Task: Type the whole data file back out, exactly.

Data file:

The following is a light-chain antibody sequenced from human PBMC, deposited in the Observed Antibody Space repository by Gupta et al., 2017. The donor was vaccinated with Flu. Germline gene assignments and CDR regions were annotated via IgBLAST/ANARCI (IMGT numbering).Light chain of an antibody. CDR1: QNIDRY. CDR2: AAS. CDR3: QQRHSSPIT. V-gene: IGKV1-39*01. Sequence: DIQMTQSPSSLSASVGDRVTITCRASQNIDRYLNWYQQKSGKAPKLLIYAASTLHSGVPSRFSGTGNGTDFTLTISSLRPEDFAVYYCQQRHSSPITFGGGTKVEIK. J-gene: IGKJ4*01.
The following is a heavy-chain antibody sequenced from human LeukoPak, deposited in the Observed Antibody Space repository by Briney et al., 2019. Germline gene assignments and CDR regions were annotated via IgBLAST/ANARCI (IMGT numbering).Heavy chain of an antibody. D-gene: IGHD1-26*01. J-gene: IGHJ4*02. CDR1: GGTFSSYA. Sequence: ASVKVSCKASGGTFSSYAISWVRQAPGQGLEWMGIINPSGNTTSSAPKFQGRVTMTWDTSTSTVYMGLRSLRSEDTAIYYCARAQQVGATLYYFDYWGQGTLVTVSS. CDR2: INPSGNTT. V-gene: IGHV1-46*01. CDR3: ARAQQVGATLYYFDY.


The following is a light-chain antibody sequenced from human PBMC, deposited in the Observed Antibody Space repository by Gupta et al., 2017. The donor was vaccinated with Flu. Germline gene assignments and CDR regions were annotated via IgBLAST/ANARCI (IMGT numbering).Light chain of an antibody. CDR1: QNIDRY. CDR2: AAS. CDR3: QQRHSSPIT. V-gene: IGKV1-39*01. Sequence: DIQMTQSPSSLSASVGDRVTITCRASQNIDRYLNWYQQKSGKAPKLLIYAASTLHSGVPSRFSGTGNGTDFTLTISSLRPEDFAVYYCQQRHSSPITFGGGTKVEIK. J-gene: IGKJ4*01.
The following is a heavy-chain antibody sequenced from human LeukoPak, deposited in the Observed Antibody Space repository by Briney et al., 2019. Germline gene assignments and CDR regions were annotated via IgBLAST/ANARCI (IMGT numbering).Heavy chain of an antibody. D-gene: IGHD1-26*01. J-gene: IGHJ4*02. CDR1: GGTFSSYA. Sequence: ASVKVSCKASGGTFSSYAISWVRQAPGQGLEWMGIINPSGNTTSSAPKFQGRVTMTWDTSTSTVYMGLRSLRSEDTAIYYCARAQQVGATLYYFDYWGQGTLVTVSS. CDR2: INPSGNTT. V-gene: IGHV1-46*01. CDR3: ARAQQVGATLYYFDY.